Moreover, participants agreed to share information, analyses, and publications that could strengthen our collective, global efforts to fight privatization and outsourcing; and that such efforts could contribute toward the establishment of a virtual PSI privatization clearinghouse or observatory to more effectively compile and distribute critical information, news clippings, analyses and documents. Donald Cohen, Executive Director of In The Public Interest noted the possibility of working together to expand this work globally. Lastly, participants agreed that PSI should investigate the possibility of developing and launching a global privatization campaign that emphasizes the inefficiencies and anti-democratic nature of privatization and outsourcing.

Given the discussions and points of agreement among the meeting’s participants, PSI General Secretary Rosa Pavanelli will advance the following lines of work:

  1. Compose a working group of affiliate leaders/staff to further develop PSI capabilities to support affiliates’ anti-privatization work, including the construction of a virtual “toolkit,” and develop global strategies
  2. Assess an internet based platform or portal to collect and distribute information, news clippings, analyses, and documents related to privatization and anti-privatization efforts, based in part on the model demonstrated by In The Public Interest.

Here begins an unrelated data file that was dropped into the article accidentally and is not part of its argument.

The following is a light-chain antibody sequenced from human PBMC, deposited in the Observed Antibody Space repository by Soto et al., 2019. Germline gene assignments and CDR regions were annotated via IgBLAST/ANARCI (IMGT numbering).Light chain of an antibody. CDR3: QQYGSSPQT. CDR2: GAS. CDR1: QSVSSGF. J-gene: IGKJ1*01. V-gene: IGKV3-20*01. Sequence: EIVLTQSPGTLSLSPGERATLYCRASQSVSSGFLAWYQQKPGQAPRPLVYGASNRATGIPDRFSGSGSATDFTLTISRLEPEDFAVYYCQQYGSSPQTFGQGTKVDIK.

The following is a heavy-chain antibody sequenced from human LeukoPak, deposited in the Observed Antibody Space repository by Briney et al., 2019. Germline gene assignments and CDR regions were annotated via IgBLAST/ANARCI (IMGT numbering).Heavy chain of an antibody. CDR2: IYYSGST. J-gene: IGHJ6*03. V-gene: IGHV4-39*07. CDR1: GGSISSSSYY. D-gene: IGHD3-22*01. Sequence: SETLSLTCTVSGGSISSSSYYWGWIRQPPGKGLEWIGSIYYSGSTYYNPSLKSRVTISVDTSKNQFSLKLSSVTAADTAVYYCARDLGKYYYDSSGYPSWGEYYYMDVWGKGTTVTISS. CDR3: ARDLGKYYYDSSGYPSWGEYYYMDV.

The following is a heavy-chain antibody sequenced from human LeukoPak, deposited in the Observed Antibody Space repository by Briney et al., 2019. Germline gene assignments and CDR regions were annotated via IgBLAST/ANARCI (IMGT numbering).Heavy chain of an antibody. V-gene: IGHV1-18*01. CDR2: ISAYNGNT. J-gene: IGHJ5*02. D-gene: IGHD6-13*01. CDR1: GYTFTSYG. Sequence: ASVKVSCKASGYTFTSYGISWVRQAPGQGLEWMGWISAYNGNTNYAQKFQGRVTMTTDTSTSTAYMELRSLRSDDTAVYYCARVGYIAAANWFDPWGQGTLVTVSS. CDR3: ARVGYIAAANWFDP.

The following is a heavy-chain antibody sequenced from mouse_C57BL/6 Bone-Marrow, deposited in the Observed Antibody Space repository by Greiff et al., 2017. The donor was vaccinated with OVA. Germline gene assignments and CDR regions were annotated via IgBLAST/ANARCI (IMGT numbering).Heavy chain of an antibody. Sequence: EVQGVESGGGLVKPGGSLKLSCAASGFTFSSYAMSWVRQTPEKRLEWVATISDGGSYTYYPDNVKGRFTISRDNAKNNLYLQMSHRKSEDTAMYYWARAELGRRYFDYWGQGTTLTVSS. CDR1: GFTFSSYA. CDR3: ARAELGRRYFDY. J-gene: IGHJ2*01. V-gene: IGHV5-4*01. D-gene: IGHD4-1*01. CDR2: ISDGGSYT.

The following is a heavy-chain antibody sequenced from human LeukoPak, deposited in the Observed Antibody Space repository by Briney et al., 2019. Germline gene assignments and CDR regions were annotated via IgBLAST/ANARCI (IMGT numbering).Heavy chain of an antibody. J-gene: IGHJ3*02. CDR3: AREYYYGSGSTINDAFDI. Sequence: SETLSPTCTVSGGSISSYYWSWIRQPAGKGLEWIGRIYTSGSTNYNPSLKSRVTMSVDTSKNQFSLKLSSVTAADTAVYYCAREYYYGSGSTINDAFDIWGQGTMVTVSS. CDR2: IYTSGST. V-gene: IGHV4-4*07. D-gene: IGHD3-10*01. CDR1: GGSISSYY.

3. Commission a study on the role and performance of International Financial Institutions (IFIs) in pushing privatization around the world, including assessments of the impacts on jobs and labour rights, the efficiency of public investment and the quality and accessibility of public services. Share and discuss this study with IFI officials and national government representatives, including the U.S. Treasury.
  4. Intensify efforts to link up privatization related work with PSI’s on-going activities related to trade agreements, the FfD and SDGs, sustainable development and climate change, taxation, and pensions.

Download a PDF of the report in English.